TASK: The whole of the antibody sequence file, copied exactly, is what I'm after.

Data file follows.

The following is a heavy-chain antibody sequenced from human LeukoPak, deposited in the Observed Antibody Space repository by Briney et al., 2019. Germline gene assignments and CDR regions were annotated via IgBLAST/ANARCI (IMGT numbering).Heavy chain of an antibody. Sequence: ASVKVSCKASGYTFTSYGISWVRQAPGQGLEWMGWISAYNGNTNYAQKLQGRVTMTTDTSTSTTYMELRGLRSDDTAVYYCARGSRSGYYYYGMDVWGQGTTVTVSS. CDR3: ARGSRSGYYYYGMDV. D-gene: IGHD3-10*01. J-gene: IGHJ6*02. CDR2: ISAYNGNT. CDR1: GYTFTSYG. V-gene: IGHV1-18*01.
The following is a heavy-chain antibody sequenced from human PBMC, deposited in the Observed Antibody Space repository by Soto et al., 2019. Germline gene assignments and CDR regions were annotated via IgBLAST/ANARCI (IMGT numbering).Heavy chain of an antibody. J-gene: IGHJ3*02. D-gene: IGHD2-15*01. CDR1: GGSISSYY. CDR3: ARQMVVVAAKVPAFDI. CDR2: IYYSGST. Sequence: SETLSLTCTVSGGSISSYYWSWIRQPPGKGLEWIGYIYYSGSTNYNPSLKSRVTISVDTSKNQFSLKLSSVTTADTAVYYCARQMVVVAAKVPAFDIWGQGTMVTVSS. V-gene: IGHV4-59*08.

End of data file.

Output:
The following is a heavy-chain antibody sequenced from human LeukoPak, deposited in the Observed Antibody Space repository by Briney et al., 2019. Germline gene assignments and CDR regions were annotated via IgBLAST/ANARCI (IMGT numbering).Heavy chain of an antibody. Sequence: ASVKVSCKASGYTFTSYGISWVRQAPGQGLEWMGWISAYNGNTNYAQKLQGRVTMTTDTSTSTTYMELRGLRSDDTAVYYCARGSRSGYYYYGMDVWGQGTTVTVSS. CDR3: ARGSRSGYYYYGMDV. D-gene: IGHD3-10*01. J-gene: IGHJ6*02. CDR2: ISAYNGNT. CDR1: GYTFTSYG. V-gene: IGHV1-18*01.
The following is a heavy-chain antibody sequenced from human PBMC, deposited in the Observed Antibody Space repository by Soto et al., 2019. Germline gene assignments and CDR regions were annotated via IgBLAST/ANARCI (IMGT numbering).Heavy chain of an antibody. J-gene: IGHJ3*02. D-gene: IGHD2-15*01. CDR1: GGSISSYY. CDR3: ARQMVVVAAKVPAFDI. CDR2: IYYSGST. Sequence: SETLSLTCTVSGGSISSYYWSWIRQPPGKGLEWIGYIYYSGSTNYNPSLKSRVTISVDTSKNQFSLKLSSVTTADTAVYYCARQMVVVAAKVPAFDIWGQGTMVTVSS. V-gene: IGHV4-59*08.